Predictors of Treatment Response in Bipolar Disorders: Evidence From Clinical and Brain Imaging Studies

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The clinical features of bipolar disorders can be correlated with responses to medications. Patients who respond to lithium, for example, often present differently from those who respond to divalproex or carbamazepine, but the correlations are relatively modest. Brain-imaging tools, such as positron emission tomography (PET), single photon emission computed tomography (SPECT), and functional magnetic resonance imaging (fMRI), can relate brain function to clinical features and medication responses. For example, in depression, it appears that prefrontal cortical function is decreased while subcortical anterior paralimbic activity is increased. Preliminary evidence suggests that baseline metabolism increases and decreases in the left insula may be associated with carbamazepine and nimodipine responses, respectively, and that cerebral lithium concentrations may correlate with antimanic effects. Although it is not yet a clinical tool for bipolar disorders, brain imaging provides useful research data to understand the fundamental neurobiology of mood disorders and to more effectively target therapeutics.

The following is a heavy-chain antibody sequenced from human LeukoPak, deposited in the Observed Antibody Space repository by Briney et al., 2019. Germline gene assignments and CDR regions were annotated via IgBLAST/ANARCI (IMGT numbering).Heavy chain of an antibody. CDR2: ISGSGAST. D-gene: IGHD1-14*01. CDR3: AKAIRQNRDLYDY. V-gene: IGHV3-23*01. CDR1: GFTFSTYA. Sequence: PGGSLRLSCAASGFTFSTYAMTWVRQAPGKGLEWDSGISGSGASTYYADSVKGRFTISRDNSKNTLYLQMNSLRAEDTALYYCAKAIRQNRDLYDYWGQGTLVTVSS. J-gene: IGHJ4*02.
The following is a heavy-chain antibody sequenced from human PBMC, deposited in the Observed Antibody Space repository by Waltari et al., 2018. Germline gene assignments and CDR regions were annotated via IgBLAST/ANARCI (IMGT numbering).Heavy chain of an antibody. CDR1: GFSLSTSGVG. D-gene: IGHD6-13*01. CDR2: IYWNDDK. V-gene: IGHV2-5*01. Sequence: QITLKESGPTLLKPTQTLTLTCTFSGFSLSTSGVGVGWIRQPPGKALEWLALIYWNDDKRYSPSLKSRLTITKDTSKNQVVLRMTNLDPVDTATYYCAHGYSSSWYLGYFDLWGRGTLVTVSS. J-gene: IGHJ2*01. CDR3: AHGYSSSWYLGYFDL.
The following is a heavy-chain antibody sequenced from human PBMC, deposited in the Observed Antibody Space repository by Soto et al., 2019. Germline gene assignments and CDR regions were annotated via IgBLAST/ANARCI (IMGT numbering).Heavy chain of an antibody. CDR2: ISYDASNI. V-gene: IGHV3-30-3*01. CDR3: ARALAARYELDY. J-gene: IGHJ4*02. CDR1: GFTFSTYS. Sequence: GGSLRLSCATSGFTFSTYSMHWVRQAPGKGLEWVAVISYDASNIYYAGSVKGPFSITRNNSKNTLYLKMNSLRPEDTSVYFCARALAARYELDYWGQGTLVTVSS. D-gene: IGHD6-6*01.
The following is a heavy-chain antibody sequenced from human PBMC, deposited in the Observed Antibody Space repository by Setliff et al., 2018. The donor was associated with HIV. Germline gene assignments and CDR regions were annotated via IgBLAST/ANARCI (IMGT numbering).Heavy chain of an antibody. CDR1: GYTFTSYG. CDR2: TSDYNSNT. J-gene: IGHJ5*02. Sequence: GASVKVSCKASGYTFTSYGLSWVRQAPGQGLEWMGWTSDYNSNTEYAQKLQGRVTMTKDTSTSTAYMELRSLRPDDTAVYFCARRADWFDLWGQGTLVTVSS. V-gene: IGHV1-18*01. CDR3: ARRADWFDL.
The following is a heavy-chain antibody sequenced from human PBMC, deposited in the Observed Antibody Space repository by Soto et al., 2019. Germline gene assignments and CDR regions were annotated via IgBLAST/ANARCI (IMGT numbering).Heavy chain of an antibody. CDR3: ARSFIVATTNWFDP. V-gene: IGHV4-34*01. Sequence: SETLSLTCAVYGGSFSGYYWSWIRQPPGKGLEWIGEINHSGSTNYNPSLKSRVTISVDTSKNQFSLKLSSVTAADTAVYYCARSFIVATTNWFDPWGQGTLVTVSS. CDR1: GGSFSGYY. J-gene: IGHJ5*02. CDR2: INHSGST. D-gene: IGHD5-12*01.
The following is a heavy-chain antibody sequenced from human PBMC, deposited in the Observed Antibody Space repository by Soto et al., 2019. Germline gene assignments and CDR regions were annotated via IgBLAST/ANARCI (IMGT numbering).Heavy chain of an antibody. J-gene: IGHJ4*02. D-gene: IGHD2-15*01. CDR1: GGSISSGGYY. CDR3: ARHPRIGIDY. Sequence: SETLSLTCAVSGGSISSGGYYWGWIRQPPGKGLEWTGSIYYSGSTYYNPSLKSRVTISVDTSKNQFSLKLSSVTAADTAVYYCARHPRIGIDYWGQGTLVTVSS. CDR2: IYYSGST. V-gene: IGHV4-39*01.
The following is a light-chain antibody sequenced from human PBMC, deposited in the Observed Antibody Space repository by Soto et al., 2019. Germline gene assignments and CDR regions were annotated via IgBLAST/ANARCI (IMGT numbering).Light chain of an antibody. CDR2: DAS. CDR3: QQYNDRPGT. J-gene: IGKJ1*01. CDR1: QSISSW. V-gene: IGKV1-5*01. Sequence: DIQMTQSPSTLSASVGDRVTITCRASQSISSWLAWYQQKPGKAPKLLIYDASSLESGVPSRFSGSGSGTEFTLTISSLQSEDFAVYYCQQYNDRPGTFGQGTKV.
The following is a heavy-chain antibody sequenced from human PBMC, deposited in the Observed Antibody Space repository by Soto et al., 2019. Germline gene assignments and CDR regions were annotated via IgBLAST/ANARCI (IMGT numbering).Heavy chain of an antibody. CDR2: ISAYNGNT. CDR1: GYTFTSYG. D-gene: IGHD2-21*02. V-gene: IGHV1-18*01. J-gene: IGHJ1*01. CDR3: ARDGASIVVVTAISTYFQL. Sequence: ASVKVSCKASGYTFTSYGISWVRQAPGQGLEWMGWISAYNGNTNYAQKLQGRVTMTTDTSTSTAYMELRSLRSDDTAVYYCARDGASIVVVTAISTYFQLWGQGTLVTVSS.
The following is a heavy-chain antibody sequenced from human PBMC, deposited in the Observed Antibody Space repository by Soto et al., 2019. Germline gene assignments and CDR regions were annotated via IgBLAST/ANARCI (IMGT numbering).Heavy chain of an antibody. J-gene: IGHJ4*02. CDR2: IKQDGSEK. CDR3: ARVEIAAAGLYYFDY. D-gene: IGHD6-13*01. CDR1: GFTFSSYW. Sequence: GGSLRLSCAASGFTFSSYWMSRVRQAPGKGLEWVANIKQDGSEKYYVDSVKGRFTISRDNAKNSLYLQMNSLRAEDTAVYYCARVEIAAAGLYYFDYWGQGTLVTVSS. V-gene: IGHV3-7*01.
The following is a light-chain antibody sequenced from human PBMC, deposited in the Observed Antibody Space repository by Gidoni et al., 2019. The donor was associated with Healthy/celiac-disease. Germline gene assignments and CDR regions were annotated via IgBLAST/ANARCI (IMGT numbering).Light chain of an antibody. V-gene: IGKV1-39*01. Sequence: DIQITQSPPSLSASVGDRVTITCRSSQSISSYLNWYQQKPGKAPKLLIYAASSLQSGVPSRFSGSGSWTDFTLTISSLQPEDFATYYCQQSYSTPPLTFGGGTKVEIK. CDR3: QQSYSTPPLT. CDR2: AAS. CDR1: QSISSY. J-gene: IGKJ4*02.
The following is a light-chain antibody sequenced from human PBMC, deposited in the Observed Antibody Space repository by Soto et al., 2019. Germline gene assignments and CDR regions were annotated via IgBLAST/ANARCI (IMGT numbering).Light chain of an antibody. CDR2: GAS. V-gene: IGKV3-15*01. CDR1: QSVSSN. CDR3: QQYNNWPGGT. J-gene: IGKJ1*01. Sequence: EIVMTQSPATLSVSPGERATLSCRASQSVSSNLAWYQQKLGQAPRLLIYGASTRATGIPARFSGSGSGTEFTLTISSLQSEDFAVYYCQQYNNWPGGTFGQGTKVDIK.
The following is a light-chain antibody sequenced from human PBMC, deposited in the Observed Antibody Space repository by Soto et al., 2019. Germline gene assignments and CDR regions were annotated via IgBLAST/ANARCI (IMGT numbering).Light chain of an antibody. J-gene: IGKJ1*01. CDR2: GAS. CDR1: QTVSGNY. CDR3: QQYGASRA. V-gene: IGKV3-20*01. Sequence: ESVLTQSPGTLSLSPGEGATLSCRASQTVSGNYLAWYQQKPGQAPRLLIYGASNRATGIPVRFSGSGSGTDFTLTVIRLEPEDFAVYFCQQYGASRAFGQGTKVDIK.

J Clin Psychiatry 2002;63(suppl 3):21-25